Current Volunteer Postings
Last updated October 1, 2022
Our regular bi-weekly Saturday Bird Survey Team
Since 2012, we have been conducting regular surveys of the Sanctuary every other Saturday morning. Although we have had lots of volunteers some years, many move on to other tasks, so there are always opportunities to sign up. We give preference to university and college students but welcome all. You shopuld know your way around the Sanctuary before applying, but this is a good way to hone your birding skills. Everyone that joins tends to be subjected to an "peer review" of identification skills before being given an area to do by themself, so that the survey results remain creditable. Email email@example.com if interested.
Trail Hosts (a.k.a. Weekend Warriors)
(we never have enough, please apply anytime but you need to know the Sanctuary)
We have found it very helpful to have a small team of weekend volunteers to supplement our staff on site at all seasons. In the fall, the draw of Snow goose viewing brings excited people, in winter, people want o get too close to owls (or walk right by them), in spring, they might miss some interesting courtship behavior, and summer visitors do not seem to know nest sites are "sacred", that some birds are flightless and the birds own the flowers and berries. The goal is to make sure the visitors are doing okay and to inform them of interesting birds or to remind them of the rules. This can be both very challenging and very rewarding. Enquire at the Gift Shop and leave your contact information.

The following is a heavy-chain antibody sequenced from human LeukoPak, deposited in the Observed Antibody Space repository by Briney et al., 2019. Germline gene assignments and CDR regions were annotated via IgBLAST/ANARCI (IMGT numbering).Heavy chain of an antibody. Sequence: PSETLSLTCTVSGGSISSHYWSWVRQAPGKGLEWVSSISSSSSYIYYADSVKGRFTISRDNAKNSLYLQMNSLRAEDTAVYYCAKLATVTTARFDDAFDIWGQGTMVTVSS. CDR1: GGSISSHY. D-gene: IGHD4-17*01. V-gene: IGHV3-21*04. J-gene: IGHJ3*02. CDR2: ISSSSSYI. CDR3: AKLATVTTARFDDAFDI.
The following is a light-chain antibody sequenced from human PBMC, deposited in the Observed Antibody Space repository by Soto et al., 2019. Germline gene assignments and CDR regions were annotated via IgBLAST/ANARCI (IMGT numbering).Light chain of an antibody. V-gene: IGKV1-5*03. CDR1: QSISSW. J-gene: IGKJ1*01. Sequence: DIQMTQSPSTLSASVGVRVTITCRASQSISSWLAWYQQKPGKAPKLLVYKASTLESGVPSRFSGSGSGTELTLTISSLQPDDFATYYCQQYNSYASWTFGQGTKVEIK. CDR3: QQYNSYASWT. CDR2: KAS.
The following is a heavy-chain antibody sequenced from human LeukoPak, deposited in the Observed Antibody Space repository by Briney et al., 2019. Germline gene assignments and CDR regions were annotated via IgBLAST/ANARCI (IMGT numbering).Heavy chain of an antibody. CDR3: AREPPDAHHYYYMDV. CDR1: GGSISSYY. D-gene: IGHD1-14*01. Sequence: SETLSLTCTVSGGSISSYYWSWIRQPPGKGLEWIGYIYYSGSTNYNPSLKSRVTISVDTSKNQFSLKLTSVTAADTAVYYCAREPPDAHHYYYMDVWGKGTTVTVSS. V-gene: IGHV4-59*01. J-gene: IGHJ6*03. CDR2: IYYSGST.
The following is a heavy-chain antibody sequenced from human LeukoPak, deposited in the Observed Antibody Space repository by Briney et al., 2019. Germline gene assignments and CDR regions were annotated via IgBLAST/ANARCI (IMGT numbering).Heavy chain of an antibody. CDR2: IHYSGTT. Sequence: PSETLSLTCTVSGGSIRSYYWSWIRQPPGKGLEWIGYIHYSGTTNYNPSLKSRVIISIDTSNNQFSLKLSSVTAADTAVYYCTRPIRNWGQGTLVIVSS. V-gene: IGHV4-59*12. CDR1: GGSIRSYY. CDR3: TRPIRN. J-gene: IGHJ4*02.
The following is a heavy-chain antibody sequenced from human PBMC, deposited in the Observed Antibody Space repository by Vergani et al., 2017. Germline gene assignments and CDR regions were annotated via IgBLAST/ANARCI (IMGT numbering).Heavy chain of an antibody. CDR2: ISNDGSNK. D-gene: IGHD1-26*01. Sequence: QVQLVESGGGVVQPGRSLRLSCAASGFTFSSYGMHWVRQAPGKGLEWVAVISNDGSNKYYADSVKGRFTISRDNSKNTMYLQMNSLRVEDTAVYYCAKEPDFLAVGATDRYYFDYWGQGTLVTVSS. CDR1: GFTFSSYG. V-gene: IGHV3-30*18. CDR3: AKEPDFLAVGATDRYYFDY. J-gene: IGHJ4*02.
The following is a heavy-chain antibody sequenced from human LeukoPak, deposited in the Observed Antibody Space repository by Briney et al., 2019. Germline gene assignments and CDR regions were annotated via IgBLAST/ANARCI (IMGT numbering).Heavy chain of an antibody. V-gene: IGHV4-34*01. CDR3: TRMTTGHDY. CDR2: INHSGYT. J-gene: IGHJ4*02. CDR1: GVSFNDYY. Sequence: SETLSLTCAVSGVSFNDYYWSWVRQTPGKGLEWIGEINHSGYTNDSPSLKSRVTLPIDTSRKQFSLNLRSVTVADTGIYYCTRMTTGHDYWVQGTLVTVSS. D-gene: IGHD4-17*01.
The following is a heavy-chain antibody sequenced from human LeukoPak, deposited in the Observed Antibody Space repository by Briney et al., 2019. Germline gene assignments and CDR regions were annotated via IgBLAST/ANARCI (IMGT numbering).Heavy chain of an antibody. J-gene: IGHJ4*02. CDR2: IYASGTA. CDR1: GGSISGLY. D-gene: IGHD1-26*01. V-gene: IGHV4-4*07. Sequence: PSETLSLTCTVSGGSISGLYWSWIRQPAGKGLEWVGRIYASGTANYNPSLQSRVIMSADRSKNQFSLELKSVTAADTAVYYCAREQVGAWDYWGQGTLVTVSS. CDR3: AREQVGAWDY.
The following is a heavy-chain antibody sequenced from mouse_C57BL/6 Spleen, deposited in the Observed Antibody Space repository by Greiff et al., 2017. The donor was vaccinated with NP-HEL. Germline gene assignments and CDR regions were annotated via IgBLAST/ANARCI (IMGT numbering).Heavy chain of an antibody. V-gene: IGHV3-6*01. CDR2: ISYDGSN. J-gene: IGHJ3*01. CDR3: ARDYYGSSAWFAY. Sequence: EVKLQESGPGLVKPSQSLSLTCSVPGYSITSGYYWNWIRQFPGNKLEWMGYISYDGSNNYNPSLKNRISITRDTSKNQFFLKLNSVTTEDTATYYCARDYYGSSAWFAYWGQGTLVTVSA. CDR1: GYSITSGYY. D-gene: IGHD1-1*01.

(none needed at this time, already someone in place)
We sometimes need a person willing to open the museum to the public for a few hours on weekends, answer visitor questions, but mainly just to be present so that the room is supervised. This position is ideal for someone who knows about the Sanctuary (preferably a long-term member) and is willing to spend a few hours a week indoors instead of out on the trails.
Short-term Work Parties
(keep checking for dates)
We often use volunteers for trail maintenance and for habitat work, but there is not usually a set schedule and this kind of activity is usually more likely in late summer and early fall, and reduced in winter to avoid disturbing the birds. Usually, you can count on getting muddy, dirty or sweaty. We will be tackling the projects below in the next few months to tidy up the place for fall. If you are, interested in these tasks, send us an email and we will contact you when we have dates set. Many hands make light work.
- "Tractor, Trailer, Shovel and Rake", also known as adding a little more trail surface gravel to tidy up muddy spots and give people a little more traction in some slippery or uneven areas.
- "Rock Rehab", also know as relocating all the rip-rap people have thrown into the pond, adding some more for shoreline protection, and tidying up any large shoreline rock features.
- "Snips, Shears and Saws", yes, pruning along our trails, not in a really invasive manner, especially in summer, but if we don't do it, there are no trails. In fall, we untangle and prune back new sapling growth.
- " Marsh Mudwork". When needed, we assemble some people willing to cut back some of the cattail near the tower to open up the view and keep the channel flowing. People without gumboots or afraid of getting dirty need not apply. If you are game, though, it is oddly satisfying to cut these large robust plants and to become one with the mud.